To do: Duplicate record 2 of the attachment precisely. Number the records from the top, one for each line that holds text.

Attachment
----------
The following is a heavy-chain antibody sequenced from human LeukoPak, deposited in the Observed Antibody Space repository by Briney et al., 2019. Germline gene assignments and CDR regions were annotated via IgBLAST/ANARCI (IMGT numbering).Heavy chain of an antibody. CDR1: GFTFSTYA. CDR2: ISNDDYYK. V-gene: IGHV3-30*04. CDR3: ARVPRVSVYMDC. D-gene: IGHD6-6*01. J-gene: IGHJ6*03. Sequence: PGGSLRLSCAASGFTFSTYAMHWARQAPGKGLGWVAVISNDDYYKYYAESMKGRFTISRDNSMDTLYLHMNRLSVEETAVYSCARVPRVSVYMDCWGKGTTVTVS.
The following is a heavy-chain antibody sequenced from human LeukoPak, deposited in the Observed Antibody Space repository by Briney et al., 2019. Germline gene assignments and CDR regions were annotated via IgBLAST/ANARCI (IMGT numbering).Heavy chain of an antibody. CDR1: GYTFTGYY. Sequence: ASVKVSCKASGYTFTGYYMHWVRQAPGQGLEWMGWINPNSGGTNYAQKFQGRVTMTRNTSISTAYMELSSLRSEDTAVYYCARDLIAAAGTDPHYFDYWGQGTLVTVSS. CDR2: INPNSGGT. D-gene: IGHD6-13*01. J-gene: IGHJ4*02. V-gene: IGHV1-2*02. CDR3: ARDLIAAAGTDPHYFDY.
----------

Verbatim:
The following is a heavy-chain antibody sequenced from human LeukoPak, deposited in the Observed Antibody Space repository by Briney et al., 2019. Germline gene assignments and CDR regions were annotated via IgBLAST/ANARCI (IMGT numbering).Heavy chain of an antibody. CDR1: GYTFTGYY. Sequence: ASVKVSCKASGYTFTGYYMHWVRQAPGQGLEWMGWINPNSGGTNYAQKFQGRVTMTRNTSISTAYMELSSLRSEDTAVYYCARDLIAAAGTDPHYFDYWGQGTLVTVSS. CDR2: INPNSGGT. D-gene: IGHD6-13*01. J-gene: IGHJ4*02. V-gene: IGHV1-2*02. CDR3: ARDLIAAAGTDPHYFDY.